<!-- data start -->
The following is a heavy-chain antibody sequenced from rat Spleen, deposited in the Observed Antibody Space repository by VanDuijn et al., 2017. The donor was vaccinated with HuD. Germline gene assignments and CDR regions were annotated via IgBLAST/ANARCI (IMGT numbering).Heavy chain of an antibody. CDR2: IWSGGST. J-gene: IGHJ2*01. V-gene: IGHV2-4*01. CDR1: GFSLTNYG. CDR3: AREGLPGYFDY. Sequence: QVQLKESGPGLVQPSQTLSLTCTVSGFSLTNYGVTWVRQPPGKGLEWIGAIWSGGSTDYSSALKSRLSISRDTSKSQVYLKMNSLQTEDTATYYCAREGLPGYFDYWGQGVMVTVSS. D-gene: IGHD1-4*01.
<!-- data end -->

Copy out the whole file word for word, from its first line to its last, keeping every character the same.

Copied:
The following is a heavy-chain antibody sequenced from rat Spleen, deposited in the Observed Antibody Space repository by VanDuijn et al., 2017. The donor was vaccinated with HuD. Germline gene assignments and CDR regions were annotated via IgBLAST/ANARCI (IMGT numbering).Heavy chain of an antibody. CDR2: IWSGGST. J-gene: IGHJ2*01. V-gene: IGHV2-4*01. CDR1: GFSLTNYG. CDR3: AREGLPGYFDY. Sequence: QVQLKESGPGLVQPSQTLSLTCTVSGFSLTNYGVTWVRQPPGKGLEWIGAIWSGGSTDYSSALKSRLSISRDTSKSQVYLKMNSLQTEDTATYYCAREGLPGYFDYWGQGVMVTVSS. D-gene: IGHD1-4*01.